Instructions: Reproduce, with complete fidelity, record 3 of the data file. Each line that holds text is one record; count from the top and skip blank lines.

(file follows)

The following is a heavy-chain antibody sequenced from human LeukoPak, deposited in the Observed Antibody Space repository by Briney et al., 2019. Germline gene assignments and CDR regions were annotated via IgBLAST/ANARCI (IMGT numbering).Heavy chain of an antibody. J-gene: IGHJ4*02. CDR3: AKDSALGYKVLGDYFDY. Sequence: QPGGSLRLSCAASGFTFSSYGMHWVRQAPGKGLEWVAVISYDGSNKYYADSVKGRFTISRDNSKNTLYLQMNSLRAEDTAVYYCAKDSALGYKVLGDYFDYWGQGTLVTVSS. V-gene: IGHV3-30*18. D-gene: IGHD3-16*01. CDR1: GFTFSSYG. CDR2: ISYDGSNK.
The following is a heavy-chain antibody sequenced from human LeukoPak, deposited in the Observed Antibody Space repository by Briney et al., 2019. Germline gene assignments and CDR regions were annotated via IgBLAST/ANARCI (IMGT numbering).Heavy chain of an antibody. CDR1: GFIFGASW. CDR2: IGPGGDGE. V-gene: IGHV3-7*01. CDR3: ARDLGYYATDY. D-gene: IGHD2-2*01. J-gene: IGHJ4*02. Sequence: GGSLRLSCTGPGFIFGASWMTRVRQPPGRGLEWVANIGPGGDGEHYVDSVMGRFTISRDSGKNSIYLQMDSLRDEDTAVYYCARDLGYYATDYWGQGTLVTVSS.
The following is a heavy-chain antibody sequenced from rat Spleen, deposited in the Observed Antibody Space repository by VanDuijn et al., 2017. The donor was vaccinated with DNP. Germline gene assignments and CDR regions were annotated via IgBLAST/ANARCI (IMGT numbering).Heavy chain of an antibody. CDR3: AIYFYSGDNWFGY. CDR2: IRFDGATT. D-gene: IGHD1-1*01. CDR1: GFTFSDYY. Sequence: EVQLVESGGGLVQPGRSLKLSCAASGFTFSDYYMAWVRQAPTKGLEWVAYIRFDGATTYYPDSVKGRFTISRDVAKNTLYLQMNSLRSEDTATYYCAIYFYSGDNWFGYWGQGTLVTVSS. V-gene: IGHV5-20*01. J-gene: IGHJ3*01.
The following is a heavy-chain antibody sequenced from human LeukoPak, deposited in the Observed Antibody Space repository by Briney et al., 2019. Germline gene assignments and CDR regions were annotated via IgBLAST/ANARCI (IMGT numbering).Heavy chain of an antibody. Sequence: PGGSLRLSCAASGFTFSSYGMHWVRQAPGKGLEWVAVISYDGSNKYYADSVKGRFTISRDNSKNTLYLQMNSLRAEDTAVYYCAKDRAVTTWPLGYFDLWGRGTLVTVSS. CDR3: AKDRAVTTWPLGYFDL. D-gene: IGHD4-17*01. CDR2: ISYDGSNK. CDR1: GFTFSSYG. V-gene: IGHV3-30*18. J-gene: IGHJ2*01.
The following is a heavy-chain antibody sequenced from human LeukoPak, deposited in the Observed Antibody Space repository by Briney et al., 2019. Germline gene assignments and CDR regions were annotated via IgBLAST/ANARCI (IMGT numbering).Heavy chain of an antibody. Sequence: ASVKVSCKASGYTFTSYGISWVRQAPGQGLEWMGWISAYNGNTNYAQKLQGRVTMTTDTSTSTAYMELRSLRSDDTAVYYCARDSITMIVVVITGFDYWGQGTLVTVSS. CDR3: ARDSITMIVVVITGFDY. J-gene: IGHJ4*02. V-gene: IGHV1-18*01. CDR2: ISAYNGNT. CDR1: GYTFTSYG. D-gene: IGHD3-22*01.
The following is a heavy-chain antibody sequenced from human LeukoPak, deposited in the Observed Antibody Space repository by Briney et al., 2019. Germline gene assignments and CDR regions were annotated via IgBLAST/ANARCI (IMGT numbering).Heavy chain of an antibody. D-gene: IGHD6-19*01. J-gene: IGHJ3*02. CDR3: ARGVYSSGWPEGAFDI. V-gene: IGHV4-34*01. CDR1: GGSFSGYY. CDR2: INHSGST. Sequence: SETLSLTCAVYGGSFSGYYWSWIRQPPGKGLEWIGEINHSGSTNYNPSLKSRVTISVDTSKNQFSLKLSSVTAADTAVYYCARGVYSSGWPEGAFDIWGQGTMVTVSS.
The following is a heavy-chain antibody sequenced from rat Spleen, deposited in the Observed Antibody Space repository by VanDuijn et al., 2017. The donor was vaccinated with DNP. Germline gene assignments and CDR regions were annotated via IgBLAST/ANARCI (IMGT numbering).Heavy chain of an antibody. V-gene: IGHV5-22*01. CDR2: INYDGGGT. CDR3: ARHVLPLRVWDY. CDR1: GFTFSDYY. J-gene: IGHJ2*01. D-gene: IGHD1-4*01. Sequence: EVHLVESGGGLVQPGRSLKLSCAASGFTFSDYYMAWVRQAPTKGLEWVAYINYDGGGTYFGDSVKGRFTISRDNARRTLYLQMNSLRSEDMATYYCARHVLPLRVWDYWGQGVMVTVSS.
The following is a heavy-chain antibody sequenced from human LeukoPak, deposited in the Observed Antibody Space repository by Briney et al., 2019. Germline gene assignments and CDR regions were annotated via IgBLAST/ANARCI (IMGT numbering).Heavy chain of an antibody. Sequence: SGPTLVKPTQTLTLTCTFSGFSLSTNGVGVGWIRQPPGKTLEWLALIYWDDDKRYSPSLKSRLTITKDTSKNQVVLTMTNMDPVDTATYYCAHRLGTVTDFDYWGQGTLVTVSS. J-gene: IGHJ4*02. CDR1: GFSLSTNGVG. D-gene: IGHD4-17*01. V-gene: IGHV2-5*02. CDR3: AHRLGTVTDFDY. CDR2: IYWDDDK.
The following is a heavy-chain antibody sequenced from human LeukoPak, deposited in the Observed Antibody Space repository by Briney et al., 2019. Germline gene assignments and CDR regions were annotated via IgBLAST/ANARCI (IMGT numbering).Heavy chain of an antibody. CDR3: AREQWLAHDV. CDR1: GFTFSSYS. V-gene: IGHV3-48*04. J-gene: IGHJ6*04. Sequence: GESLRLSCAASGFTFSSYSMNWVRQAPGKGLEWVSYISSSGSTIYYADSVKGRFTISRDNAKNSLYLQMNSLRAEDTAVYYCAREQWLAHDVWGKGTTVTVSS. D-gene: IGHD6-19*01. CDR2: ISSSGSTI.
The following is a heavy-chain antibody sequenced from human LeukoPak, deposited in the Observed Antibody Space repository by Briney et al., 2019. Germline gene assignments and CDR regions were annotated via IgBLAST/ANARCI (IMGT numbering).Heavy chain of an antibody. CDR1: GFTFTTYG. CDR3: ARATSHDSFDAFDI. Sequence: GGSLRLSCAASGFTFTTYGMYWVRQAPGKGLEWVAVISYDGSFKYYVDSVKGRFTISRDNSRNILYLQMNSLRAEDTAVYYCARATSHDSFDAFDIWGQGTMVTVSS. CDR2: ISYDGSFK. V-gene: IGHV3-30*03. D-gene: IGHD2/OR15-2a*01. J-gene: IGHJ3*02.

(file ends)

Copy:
The following is a heavy-chain antibody sequenced from rat Spleen, deposited in the Observed Antibody Space repository by VanDuijn et al., 2017. The donor was vaccinated with DNP. Germline gene assignments and CDR regions were annotated via IgBLAST/ANARCI (IMGT numbering).Heavy chain of an antibody. CDR3: AIYFYSGDNWFGY. CDR2: IRFDGATT. D-gene: IGHD1-1*01. CDR1: GFTFSDYY. Sequence: EVQLVESGGGLVQPGRSLKLSCAASGFTFSDYYMAWVRQAPTKGLEWVAYIRFDGATTYYPDSVKGRFTISRDVAKNTLYLQMNSLRSEDTATYYCAIYFYSGDNWFGYWGQGTLVTVSS. V-gene: IGHV5-20*01. J-gene: IGHJ3*01.